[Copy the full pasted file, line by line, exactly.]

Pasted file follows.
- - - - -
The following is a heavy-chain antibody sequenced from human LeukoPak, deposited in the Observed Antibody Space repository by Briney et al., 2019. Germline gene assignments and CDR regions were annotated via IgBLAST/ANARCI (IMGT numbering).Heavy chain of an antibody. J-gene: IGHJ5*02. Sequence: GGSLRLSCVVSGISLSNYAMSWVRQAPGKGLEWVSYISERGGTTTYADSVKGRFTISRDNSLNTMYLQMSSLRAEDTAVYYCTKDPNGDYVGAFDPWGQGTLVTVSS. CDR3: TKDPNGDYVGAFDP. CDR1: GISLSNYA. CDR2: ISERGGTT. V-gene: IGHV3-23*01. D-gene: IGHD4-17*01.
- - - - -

The following is a heavy-chain antibody sequenced from human LeukoPak, deposited in the Observed Antibody Space repository by Briney et al., 2019. Germline gene assignments and CDR regions were annotated via IgBLAST/ANARCI (IMGT numbering).Heavy chain of an antibody. J-gene: IGHJ5*02. Sequence: GGSLRLSCVVSGISLSNYAMSWVRQAPGKGLEWVSYISERGGTTTYADSVKGRFTISRDNSLNTMYLQMSSLRAEDTAVYYCTKDPNGDYVGAFDPWGQGTLVTVSS. CDR3: TKDPNGDYVGAFDP. CDR1: GISLSNYA. CDR2: ISERGGTT. V-gene: IGHV3-23*01. D-gene: IGHD4-17*01.